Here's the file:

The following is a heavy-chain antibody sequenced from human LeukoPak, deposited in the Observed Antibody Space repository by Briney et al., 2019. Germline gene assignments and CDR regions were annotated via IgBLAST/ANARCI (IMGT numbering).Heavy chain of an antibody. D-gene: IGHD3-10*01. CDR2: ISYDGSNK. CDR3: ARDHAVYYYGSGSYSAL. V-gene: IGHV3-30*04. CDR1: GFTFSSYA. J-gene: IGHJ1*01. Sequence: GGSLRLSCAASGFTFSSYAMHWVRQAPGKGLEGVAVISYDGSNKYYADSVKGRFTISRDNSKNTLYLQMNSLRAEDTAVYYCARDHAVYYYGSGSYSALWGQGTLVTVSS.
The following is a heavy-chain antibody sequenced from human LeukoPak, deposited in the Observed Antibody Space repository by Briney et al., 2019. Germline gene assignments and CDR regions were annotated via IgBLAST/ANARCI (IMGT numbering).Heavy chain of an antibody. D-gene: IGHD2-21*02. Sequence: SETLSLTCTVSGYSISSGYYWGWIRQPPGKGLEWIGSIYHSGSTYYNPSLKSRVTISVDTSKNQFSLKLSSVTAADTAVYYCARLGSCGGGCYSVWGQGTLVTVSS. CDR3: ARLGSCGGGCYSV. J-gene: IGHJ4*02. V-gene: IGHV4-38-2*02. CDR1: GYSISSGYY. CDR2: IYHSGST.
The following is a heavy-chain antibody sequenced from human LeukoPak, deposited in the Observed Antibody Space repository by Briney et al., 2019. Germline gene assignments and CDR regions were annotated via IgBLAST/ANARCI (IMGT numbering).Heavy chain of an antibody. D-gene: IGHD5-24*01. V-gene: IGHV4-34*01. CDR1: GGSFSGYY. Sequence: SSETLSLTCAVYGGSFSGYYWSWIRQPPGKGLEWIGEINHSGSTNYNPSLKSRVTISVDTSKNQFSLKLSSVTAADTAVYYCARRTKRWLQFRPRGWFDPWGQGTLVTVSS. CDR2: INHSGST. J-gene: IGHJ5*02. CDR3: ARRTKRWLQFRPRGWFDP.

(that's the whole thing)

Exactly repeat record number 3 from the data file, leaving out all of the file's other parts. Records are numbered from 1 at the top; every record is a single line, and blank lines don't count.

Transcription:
The following is a heavy-chain antibody sequenced from human LeukoPak, deposited in the Observed Antibody Space repository by Briney et al., 2019. Germline gene assignments and CDR regions were annotated via IgBLAST/ANARCI (IMGT numbering).Heavy chain of an antibody. D-gene: IGHD5-24*01. V-gene: IGHV4-34*01. CDR1: GGSFSGYY. Sequence: SSETLSLTCAVYGGSFSGYYWSWIRQPPGKGLEWIGEINHSGSTNYNPSLKSRVTISVDTSKNQFSLKLSSVTAADTAVYYCARRTKRWLQFRPRGWFDPWGQGTLVTVSS. CDR2: INHSGST. J-gene: IGHJ5*02. CDR3: ARRTKRWLQFRPRGWFDP.